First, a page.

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Disability and Health Journal critically examines Americans with Disabilities Act

New York, NY, October 6, 2010 In recognition of the 20th anniversary of the enactment of the Americans with Disabilities Act (ADA), the October issue of Disability and Health Journal has brought together a series of articles to examine whether the ADA has in fact improved the health of people with disabilities. Areas of progress are identified, most notably acknowledging physical barriers and need for better staff training and communication about and with people with disabilities. However, there continue to be ongoing challenges, including recurrent barriers to health care for people with disabilities, discrimination in health care decisions against people with disabilities, limited health insurance coverage, and, in general, poorer health care, and health for people with disabilities.

"When the ADA was enacted 20 years ago, we had not fully identified that there were differences in health and health care for people with disabilities," commented Margaret A. Turk, M.D., Co-Editor, Disability and Health Journal and Professor, Physical Medicine & Rehabilitation and Pediatrics SUNY Upstate Medical University, Syracuse, NY. "Research since 1990 has identified that there are differences, and has tried to clarify which of these differences in the health status of people with disabilities can be attributed to health care access, universal design principles, care provider knowledge, or social justice. We continue to actively pursue these areas of research to address and hopefully further resolve these issues."

The issue describes how the ADA can be and has been used to promote the health of people with disabilities.


Editorial: Has the ADA Improved the Health of People with Disabilities?
Margaret A. Turk, M.D.

Yes, somewhat. The contributors hope that the articles in this issue will prove useful in making changes within facilities, institutions, staff, and social interactions, as well as provide a first step to improving access at all levels to promote the health of people with disabilities.

Timothy P. Shriver, Ph.D.

This dedication to Eunice Kennedy Shriver, a longstanding advocate for improving environmental, program, and social access for people with disability, is contributed by her son, Dr. Timothy Shriver.

This article has been made freely available as a service to the health care community at:

The Surgeon General's Call to Action to Improve the Health and Wellness of Persons with Disabilities: Historical Review, Rationale, and Implications 5 Years after Publication
Richard H. Carmona, M.D., M.P.H., F.A.C.S., Margaret Giannini, M.D., F.A.A.P., Brian Bergmark, B.A., and Jennifer Cabe, M.A.

The authors provide a history of early legislation leading to the ADA, and then a further forward history from the ADA to the 2005 Call to Action. Dr. Richard Carmona, U.S. Surgeon General in 2005, developed this Call to Action to further the understanding that disability does not equate with poor health.

Health Care under the ADA: A Vision or a Mirage?
Nancy R. Mudrick, M.S.W., Ph.D., and Michael A. Schwartz, J.D., Ph.D.

Drs. Mudrick and Schwartz focus on the past 10 years of ADA enforcement related to health, and highlight the many barriers the deaf community encounters. The settlements associated with these and other health access issues show the effectiveness of the ADA, but also the enforcement choices of the Department of Justice.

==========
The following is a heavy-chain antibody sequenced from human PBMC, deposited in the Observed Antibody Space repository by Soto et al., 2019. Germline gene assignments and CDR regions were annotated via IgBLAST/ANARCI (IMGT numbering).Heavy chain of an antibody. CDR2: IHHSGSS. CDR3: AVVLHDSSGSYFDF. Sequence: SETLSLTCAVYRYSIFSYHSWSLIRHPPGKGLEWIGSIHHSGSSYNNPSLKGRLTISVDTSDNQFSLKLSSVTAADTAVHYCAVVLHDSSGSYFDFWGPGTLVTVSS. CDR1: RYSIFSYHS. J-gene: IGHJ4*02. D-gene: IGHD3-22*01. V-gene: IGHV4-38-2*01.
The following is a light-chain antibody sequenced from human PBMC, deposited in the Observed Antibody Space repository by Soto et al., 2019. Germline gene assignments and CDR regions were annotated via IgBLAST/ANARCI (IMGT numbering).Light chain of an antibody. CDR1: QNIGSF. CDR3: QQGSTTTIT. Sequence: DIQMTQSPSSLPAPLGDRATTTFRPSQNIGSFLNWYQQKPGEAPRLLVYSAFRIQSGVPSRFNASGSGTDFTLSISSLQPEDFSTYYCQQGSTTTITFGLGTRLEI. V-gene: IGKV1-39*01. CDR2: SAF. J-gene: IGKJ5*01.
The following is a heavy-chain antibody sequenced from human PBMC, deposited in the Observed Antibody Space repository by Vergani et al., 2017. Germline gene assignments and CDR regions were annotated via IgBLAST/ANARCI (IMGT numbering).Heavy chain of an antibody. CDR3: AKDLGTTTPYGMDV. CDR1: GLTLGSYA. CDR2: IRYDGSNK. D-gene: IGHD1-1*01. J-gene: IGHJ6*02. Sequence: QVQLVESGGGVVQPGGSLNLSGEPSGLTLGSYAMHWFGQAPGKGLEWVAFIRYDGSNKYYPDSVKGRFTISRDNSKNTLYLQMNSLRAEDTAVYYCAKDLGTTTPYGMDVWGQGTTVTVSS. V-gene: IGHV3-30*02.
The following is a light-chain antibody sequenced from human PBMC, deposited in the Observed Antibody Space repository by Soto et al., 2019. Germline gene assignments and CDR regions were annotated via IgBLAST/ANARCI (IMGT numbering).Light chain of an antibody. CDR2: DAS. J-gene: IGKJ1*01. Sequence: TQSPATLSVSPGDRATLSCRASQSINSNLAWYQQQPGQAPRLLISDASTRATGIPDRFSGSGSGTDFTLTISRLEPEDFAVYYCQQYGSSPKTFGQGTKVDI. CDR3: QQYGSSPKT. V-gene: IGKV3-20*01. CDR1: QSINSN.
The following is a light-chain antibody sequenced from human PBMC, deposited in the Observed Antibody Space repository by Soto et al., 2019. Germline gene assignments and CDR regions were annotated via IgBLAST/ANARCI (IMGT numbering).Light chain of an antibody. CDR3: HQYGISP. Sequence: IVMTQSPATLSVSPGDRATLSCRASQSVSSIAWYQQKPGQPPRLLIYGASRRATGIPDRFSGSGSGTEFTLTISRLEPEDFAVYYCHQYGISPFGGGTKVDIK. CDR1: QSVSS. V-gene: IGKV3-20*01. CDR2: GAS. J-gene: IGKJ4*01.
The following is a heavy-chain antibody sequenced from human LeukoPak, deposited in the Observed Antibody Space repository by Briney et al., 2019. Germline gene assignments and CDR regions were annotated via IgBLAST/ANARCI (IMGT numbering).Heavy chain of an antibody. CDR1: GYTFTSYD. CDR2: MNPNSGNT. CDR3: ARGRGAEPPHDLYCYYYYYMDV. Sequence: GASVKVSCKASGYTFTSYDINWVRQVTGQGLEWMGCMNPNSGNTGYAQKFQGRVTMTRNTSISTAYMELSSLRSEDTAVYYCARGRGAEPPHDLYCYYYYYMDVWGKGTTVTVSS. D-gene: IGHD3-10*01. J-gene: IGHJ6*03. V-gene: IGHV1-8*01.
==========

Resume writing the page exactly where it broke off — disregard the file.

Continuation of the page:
This article has been made freely available as a service to the health care community at:

The California Kaiser Permanente Health System: Evolving to Meet the Needs of People with Disabilities
M. Elizabeth Sandel, M.D., Jed Appelman, Ph.D., Mary Jean Kotch, M.S.N., C.R.R.N.-A., Gina Biter-Mundt, M.A., Nitasha Lal, M.P.H., Shari Samuels, B.A., and Yvette Crespo

The Kaiser Permanente Health System's response to an ADA lawsuit and settlement has resulted in a model approach to providing health care to people with disabilities by recognizing barriers at all levels. Their leadership in this area has been recognized nationally and internationally, along with their willingness to share developed products and practices.

The ADA in Action at Health Care Facilities
Molly F. Story, Ph.D., June I. Kailes, M.S.W., and Christie Mac Donald, M.P.P.

This survey of medical centers and staff covers compliance with the ADA, conducted through their consulting work to advise medical centers in decreasing barriers for people with disabilities receiving health care. They provide guidance and recommendations for equipment, interior design, and staff training and policies.

Achieving Accessible Health Care for People with Disabilities: Why the ADA Is Only Part of the Solution
Silvia Yee, L.L.B., B.Mu.S., M.A., and Mary Lou Breslin, B.A., M.A.

The authors outline the limitations of the ADA regarding improvements in health care for people with disabilities. They posit that lawsuits and other judicial policy tools have only a narrow focus to create change, and that changes in the social view of disability and public policy are needed to renovate the health care system for people with disabilities.

In the introduction to this issue Timothy P. Shriver, Ph.D., Chairman & CEO of Special Olympics, writes about the vision and legacy of his mother, Eunice Kennedy Shriver, and applauds the editors and contributors to the issue. He states, "No act of care is too small to matter; no moment of healing too small to go unnoticed. Your dedication to fulfilling the ideals of the ADA for all Americans is the fuel that keeps us all going. Your contributions to this volume are a resounding reminder that there are still heroes among us."


Contact: Pat Hogan
Elsevier Health Sciences

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